Encouraging young women to explore STEM careers continues to be an important goal for many educators and non-profits. But at Xavier College Preparatory in Phoenix, Arizona, all things IT are regarded with particular reverence.
Xavier College is an all-girl Diocesan school run by the Sisters of Charity. Here, programming is a graduation requirement for all students (it’s no surprise really, as Sister of Charity, Mary Kenneth Keller, was the first person to get a PhD in Computer Science back in 1965). However, efforts to engage students in all things digital continue to be a priority -- on and off campus.
It all began five years ago when the school’s respective art and computer science teachers, Frances McMahon Ward and Catherine Wyman, read the study “Why so few?” by The American Association of University Women (AAUC), which reports that, contrary to popular belief, up until ninth grade girls have just as much interest in technology as boys.
In response to this, the duo devised "Girls Have IT Day"; a initiative for local middle school girls, which sees them supported and mentored by Xavier high schoolers. The annual event takes place every March, and is attended by hundreds of girls.
The initiative has since branched out into a Girls Have IT Camp -- a week long program developed and delivered in a similar way: run for girls, by girls, who use a range of user-friendly technology to ensure everyone can get involved.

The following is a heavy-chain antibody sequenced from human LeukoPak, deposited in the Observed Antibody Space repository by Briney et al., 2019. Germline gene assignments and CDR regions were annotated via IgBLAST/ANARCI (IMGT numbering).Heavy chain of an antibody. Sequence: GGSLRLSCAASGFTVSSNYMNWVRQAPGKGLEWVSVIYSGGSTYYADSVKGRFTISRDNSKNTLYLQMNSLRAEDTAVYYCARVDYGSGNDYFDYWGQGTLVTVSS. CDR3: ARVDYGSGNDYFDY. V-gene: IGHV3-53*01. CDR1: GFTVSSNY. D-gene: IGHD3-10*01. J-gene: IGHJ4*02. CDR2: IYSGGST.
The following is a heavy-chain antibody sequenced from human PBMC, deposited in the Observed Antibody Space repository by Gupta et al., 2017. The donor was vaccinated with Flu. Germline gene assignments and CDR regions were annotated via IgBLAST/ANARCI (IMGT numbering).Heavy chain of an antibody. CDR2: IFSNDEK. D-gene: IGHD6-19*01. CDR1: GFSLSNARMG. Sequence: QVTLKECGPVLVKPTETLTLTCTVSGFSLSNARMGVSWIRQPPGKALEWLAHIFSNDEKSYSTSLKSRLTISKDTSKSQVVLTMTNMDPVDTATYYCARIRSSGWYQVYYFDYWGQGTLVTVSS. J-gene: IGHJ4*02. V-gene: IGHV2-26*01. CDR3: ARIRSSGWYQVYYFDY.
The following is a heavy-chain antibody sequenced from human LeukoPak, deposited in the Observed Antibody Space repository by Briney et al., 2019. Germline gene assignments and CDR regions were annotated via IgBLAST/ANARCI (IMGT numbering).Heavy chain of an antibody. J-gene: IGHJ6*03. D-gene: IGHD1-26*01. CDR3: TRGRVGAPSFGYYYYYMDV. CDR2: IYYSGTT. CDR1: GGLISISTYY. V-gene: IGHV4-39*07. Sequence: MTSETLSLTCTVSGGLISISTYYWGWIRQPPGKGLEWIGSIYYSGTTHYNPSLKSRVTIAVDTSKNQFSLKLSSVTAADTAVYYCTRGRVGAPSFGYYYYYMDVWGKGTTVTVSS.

“We’re big fans of Makey Makeys, we use them a lot during the event and the camp,” says Catherine. “We’ve seen some creative and original stuff from the students. They come with some great ideas, which we encourage and nurture as best we can.”
Five years running, the tech camp week is the same cost as normal sports camps and scholarships are available. During the camp, Xavier Prep teens are the counselors. The camp director is an also alumna. “The alums are so innovative,” Wyman notes, “they come with great ideas and the near peer mentoring model really works.”
A recent report on the Girls Have IT programs shows that it’s working. A post-event survey revealed that 92% of participants were inspired to work harder in school, and that 73% wanted to participate in more extracurricular STEM activities.
Former Xavier alumna, Sarah Godbehere, now at Gonzaga University, has even put together her own outreach program called Girls Rock IT Day.
“It’s great to see students starting social enterprise endeavours of their owns,” Catherine says. “That’s how you know the peer mentoring system works, when you see women pay it forward.”
Watch Sarah’s Girls Rock IT Day promo video below.